I arrived in time for the Grand Entry. Five groups of drummers encircled the arena, and each group consisted of 8 or 9 men around a single drum. The different groups took turns offering songs, which consisted of unison singing and all the drummers beating the drum together. For the Grand Entry, a community elder led the procession. As he danced along, the flags and staffs of the Saginaw Chippewa Indian Tribe, the United States, Canada, US Army, US Navy and more were carried in honor. Then came dancers in ceremonial dress and many more dancers—and all moved behind the elder at his speed, dancing steadily along. In my culture, I can’t think of a time when we give an elder the place of honor like that.
After the Grand Entry, I witnessed many dance competitions in categories by age and type of dance: Women’s Traditional; Women’s Jingle Dress Dance; Men’s Grass Dance; Men’s Fancy and more. I was amazed at the energy and footwork of the dancers and at their regalia. I can only guess at the hours of time put into each outfit and the spiritual meanings of the feathers, symbols and colors that adorn them. According to the program, for instance, “The women’s jingle dress dancers wear cloth dresses that contain 365 small metal cones, a prayer for each day,” and there is an Ojibwe legend that connects the dress to healing a village of sickness.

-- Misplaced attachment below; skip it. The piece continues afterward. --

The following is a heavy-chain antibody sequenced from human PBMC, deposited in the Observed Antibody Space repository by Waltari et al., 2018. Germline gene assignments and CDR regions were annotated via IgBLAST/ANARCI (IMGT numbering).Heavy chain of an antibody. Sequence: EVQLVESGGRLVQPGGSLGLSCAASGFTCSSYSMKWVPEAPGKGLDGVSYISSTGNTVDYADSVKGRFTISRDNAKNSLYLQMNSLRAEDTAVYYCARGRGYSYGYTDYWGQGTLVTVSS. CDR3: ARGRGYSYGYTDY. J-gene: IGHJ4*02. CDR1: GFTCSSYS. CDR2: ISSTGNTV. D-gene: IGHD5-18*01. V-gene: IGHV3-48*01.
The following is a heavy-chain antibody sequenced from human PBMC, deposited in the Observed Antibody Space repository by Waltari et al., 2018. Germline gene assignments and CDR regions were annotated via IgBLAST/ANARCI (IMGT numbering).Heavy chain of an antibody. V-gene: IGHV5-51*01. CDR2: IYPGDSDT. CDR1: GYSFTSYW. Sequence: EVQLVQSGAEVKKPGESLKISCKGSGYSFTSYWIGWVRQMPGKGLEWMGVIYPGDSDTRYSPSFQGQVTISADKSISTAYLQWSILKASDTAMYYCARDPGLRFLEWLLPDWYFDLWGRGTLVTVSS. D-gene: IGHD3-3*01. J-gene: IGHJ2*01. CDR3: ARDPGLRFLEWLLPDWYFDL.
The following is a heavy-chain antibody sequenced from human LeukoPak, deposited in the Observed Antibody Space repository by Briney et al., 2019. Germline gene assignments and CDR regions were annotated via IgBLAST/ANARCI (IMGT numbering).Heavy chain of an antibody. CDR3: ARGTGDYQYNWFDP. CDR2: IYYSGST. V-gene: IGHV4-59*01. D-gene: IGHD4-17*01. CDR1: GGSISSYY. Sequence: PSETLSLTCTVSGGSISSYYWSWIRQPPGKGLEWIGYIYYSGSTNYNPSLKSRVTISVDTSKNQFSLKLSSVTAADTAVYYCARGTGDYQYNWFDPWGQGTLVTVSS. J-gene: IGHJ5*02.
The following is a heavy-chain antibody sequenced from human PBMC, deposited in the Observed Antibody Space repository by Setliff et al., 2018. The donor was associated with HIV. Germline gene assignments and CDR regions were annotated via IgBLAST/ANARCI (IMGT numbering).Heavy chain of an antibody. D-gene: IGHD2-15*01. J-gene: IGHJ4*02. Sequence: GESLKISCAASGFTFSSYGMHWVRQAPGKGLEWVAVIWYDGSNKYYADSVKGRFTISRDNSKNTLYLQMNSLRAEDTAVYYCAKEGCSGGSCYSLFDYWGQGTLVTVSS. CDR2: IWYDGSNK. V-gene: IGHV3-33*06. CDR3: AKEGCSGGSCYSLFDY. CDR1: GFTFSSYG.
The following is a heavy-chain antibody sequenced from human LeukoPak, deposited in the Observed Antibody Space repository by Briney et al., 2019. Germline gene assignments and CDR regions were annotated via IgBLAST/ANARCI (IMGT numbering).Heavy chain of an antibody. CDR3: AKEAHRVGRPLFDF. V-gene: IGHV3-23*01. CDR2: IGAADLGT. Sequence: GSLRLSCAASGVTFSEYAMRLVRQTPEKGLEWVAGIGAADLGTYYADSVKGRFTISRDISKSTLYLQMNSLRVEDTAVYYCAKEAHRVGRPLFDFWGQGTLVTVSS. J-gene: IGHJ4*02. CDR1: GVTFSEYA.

Intertribal dances were interspersed throughout the Pow wow also, when anyone and everyone was invited to dance, and people came out with babies and children, dressed in everyday clothes or intricate traditional garb.
I am still processing everything that I saw and felt at this Pow wow. The piercing ring of the songs is in my head, and the drum beats that make everyone want to move. I am still reflecting on an ancient culture passed down and alive today in this form, a culture indigenous to this place where I now make my home, and where my people are relative newcomers. I know that I want to come again, to experience again the reverence and the joy and to keep learning about native culture. I already have July 29-31 marked on my calendar, when the next Pow wow will be held in Mount Pleasant.
Great Spirit, spirit of the dancers and the drummers, spirit of those who attend the Pow wow as spectators and those who live and breathe it, send your blessing. Bless the dancers and the drummers, bless the vendors and the announcers, bless the elders and the children.
May this Pow wow, and the next one, and the next, be a vehicle for living tradition, a place of reverence for the past, an embodiment of joy and of the fierce spirit of survival.
May it be so.
Rev. Andrew Frantz
March 24, 2022
I will be away next week for spring break. Look for the next Minister's Column on Thursday April 7.